Shaukat Qadir, a retired brigadier and former president of the Islamabad Policy Research Institute, explains how Pakistan ended up at war with itself dealing with a tribal rebellion.
If we hark back in time, in 2001, the Pakistani Pashtun and all Afghans were celebrating US intervention in Afghanistan. It would liberate them from Taliban oppression. Within a year, American arrogance, their suspicion of all Afghans, their utter disregard for local customs and culture, could result in only one thing: Another Afghan freedom struggle from an oppressive foreign force. The US called it a resurgence of the Taliban and al Qaeda! In time it did become that, because the US converted a legitimate struggle for freedom from an army of occupation into ‘Taliban linked to al Qaeda.’
To return to my question — as they did when Afghans sought their freedom from the Soviet occupation, the Pakistani Pashtuns bordering Afghanistan, girded their loins to assist their Afghan brethren. This time, Pakistan did not want them to. And in 2004, we decided to kill the most outspoken of those Pashtuns, a wazir called Nek Muhammad.
His murder was the watershed. We had a rebellion on our hands because we were preventing our tribal Pashtun from assisting their Afghan brethren in their freedom struggle against an army of occupation: The Americans, of course. So all Pakistan suddenly became American, kafirs, legitimate targets for religious fanatics to kill, and we are more vulnerable and accessible for them to target. So we are faced with an existentialist threat and we die. This was the first gift we got from the US.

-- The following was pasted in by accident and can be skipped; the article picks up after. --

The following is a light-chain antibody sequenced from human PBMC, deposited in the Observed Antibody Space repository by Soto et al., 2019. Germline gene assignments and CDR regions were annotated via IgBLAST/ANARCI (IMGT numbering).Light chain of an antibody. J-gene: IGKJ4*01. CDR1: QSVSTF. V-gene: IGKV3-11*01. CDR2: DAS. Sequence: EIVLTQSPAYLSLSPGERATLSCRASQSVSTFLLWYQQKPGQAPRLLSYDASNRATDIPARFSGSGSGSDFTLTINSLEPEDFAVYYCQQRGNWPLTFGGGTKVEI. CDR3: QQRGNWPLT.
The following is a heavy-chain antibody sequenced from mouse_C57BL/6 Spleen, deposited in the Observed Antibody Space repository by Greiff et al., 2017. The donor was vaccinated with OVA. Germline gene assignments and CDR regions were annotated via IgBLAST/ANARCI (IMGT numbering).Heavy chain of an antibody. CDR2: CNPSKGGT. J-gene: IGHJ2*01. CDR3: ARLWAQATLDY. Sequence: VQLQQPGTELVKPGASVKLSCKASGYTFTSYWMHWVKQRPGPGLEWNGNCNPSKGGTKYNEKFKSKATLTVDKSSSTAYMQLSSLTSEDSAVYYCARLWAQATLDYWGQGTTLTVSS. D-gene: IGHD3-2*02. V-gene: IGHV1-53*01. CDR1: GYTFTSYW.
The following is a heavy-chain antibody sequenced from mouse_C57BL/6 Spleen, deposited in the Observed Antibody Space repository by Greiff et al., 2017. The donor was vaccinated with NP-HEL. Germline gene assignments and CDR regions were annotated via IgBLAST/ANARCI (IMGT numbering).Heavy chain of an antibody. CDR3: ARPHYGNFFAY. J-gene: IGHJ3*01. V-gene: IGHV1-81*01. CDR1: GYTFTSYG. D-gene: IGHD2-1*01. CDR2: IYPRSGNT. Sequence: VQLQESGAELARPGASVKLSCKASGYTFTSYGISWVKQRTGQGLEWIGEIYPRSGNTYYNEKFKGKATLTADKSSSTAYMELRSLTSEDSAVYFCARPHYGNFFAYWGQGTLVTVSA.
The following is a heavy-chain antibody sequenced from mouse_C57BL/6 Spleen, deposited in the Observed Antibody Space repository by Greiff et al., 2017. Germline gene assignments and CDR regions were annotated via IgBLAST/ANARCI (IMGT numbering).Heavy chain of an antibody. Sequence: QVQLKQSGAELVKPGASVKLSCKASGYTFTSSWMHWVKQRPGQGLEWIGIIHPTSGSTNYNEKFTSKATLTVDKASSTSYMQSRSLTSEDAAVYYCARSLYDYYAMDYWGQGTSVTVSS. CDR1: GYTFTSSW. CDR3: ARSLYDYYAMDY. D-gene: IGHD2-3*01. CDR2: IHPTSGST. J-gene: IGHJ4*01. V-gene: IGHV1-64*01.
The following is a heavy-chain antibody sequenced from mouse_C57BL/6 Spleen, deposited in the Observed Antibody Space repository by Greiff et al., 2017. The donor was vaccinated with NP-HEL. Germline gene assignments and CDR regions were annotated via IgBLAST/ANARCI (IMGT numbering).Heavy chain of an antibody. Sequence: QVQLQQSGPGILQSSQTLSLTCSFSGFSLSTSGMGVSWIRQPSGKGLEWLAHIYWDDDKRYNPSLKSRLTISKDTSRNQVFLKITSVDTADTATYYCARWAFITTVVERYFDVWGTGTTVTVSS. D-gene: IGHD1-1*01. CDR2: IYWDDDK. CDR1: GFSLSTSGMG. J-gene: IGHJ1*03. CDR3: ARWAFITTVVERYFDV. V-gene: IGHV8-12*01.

Without tracing all the history, where do we stand today as far as the US is concerned? Anybody, who is anybody in the US, is baying for our blood. We are traitors to them and branded American-kafirs by our enemy within. Obama now tells us that when the Navy SEALs came to get Osama, they were “in sufficient numbers and prepared to retaliate to any response by the police or Pakistan’s security forces”.
They also gifted us Raymond Davis, hundreds of him. When we agreed to give him back, it was on the condition that all other Raymonds also leave. The CIA has not forgiven us and recent drone attacks are again killing more civilians than militants. If the Raymonds can no longer stoke unrest in Pakistan, the drones can!
As far as the promised financial aid is concerned, we receive a mere trickle, each time with another threat of severance if we fail to obey our Lords and Masters in DC. Even the Coalition Support Fund (CSF), intended to compensate a small portion of the expense incurred by the military in this war that has been forced on us by the US and Musharaf’s capitulation, is long overdue by well over a billion dollars.
The US has its own litany of complaints but we have ours. Isn’t it time to file for divorce?